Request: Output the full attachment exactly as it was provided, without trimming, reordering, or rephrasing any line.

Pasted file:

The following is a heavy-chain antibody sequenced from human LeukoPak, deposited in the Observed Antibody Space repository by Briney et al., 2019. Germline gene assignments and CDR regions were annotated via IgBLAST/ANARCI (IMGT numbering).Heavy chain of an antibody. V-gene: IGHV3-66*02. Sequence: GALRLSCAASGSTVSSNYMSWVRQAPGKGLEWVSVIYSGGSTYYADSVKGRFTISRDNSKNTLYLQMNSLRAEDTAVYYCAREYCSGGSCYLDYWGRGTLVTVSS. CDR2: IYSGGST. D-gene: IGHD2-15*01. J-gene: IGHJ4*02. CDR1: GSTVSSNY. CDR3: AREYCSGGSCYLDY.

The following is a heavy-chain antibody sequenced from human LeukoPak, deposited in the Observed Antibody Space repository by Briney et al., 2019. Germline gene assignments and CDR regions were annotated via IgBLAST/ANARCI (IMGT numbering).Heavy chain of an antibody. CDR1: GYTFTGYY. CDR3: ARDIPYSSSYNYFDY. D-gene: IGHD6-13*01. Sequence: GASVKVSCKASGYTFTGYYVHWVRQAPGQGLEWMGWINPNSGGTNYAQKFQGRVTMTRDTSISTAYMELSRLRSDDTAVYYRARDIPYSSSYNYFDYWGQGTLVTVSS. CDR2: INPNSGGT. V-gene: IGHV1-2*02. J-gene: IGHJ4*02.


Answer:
The following is a heavy-chain antibody sequenced from human LeukoPak, deposited in the Observed Antibody Space repository by Briney et al., 2019. Germline gene assignments and CDR regions were annotated via IgBLAST/ANARCI (IMGT numbering).Heavy chain of an antibody. V-gene: IGHV3-66*02. Sequence: GALRLSCAASGSTVSSNYMSWVRQAPGKGLEWVSVIYSGGSTYYADSVKGRFTISRDNSKNTLYLQMNSLRAEDTAVYYCAREYCSGGSCYLDYWGRGTLVTVSS. CDR2: IYSGGST. D-gene: IGHD2-15*01. J-gene: IGHJ4*02. CDR1: GSTVSSNY. CDR3: AREYCSGGSCYLDY.

The following is a heavy-chain antibody sequenced from human LeukoPak, deposited in the Observed Antibody Space repository by Briney et al., 2019. Germline gene assignments and CDR regions were annotated via IgBLAST/ANARCI (IMGT numbering).Heavy chain of an antibody. CDR1: GYTFTGYY. CDR3: ARDIPYSSSYNYFDY. D-gene: IGHD6-13*01. Sequence: GASVKVSCKASGYTFTGYYVHWVRQAPGQGLEWMGWINPNSGGTNYAQKFQGRVTMTRDTSISTAYMELSRLRSDDTAVYYRARDIPYSSSYNYFDYWGQGTLVTVSS. CDR2: INPNSGGT. V-gene: IGHV1-2*02. J-gene: IGHJ4*02.